Please note that tax, investment, pension and ISA rules can change and the information and any views contained in this article may now be inaccurate.
How investors will be affected by peer-to-peer lending clampdown
The Financial Conduct Authority (FCA), a regulator, will make it harder for novice investors to put their money into peer-to-peer (P2P) products at the end of this year.
In its latest statement on the peer-to-peer market, the FCA has brought in new rules and checks on investors to stop people putting too much money in the investments, and to make sure they understand them before they buy.
Peer-to-peer enables people with spare cash to lend their money to individuals or small businesses who want to borrow. Peer-to-peer websites match investors with borrowers and provide a platform that allows the two groups to agree lending arrangements, or they package up a number of loans into portfolios that investors can buy into.
WHY HAS THE REGULATOR CLAMPED DOWN?
The peer-to-peer market sprung up after the financial crisis when banks had reduced lending to businesses and interest rates had plummeted, meaning investors were getting minimal returns on their cash.
The regulator is concerned that people have been buying into peer-to-peer without fully understanding how it works and the risks involved. For example, the investments are not covered by the Financial Services Compensation Scheme (FSCS), meaning that if a platform or investment folds, investors will have to bear the losses.
There is also a concern that novice investors don’t realise that in order to get higher returns than offered by cash accounts they have to put their money at significant risk. The returns on offer from P2P are variable and investors can lose all their money.
WHAT IS GOING TO CHANGE?
The regulator will now impose new rules on the industry, including a ban on mass marketing of peer-to-peer investments. The latest ISA season highlighted the flood of marketing from peer-to-peer lenders, some of which made comparisons with cash ISA rates or didn’t fully highlight the risks involved in the sector – the new rules will prevent this from happening.
In perhaps its most controversial move, the regulator will also limit newcomer investors to the peer-to-peer space, who haven’t sought financial advice, to having a maximum of 10% of their ‘investible assets’ in the sector.
Exactly how this will be implemented remains to be seen, but it looks like it will be put in place by each platform, with investors having to self-certify that they aren’t investing more than 10% of their wealth in peer-to-peer.
The industry argues this limit is arbitrary and hard to enforce, but the regulator is pressing ahead regardless. The FCA says it’s to ensure that investors ‘do not over-expose themselves to risk’.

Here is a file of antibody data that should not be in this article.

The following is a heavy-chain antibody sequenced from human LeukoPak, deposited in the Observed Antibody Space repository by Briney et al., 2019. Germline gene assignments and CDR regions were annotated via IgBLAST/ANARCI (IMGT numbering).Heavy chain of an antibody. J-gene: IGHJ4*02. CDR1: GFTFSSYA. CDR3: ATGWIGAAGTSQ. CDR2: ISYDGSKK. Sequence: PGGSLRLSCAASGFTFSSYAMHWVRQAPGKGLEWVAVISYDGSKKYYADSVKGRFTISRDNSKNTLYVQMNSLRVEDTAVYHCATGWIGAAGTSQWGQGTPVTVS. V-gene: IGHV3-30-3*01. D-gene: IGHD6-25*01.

ARE THERE EXCEPTIONS TO THE RULE?
Investors can have more than this limit if they designate themselves as a ‘sophisticated investor’, with FCA rules allowing this if they have made two or more P2P investments in the past two years.
This is a relatively low hurdle to overcome. So it seems like the FCA is trying to prevent people seeing these as an alternative to cash, and putting money into P2P like they would put it into a cash account.
Rhydian Lewis, chief executive at RateSetter, says: ‘The limit on savers’ first investment is unnecessary and just patronises normal people. But the other aspects of the regulation mean savers can invest with confidence that P2P lending is particularly well regulated and here to stay.’
IS ANYTHING ELSE CHANGING?
Another rule to be introduced is that all investors will have to pass a knowledge test before they are allowed to invest.
Each platform will come up with their own test, but the regulator has recommended multiple-choice questions, saying that just having a tick-box confirming that you understand is not enough.
Areas they want investors to prove they understand include:
– That peer-to-peer investing is not covered by the FSCS
– That they could lose all of their money
– That returns aren’t guaranteed and can vary
– How the platform manages the risk of loans and if any contingency fund is offered by the platform
– What happens if a P2P portfolio becomes insolvent
Christopher Woolard, executive director at the FCA, says: ‘These changes are about enhancing protection for investors while allowing them to take up innovative investment opportunities. For peer-to-peer to continue to evolve sustainably, it is vital that investors receive the right level of protection.’
WHEN WILL THE CHANGES HAPPEN?
All of these changes will be introduced from December this year, meaning that the peer-to-peer market has until then to make the changes for new investors.
The problems with the peer-to-peer sector were recently highlighted by the collapse of prominent platform Lendy. The firm fell into administration last month and investors now face a nervous wait to see how much of their money they will get back – around £165m was thought to be in the firm when it shuttered.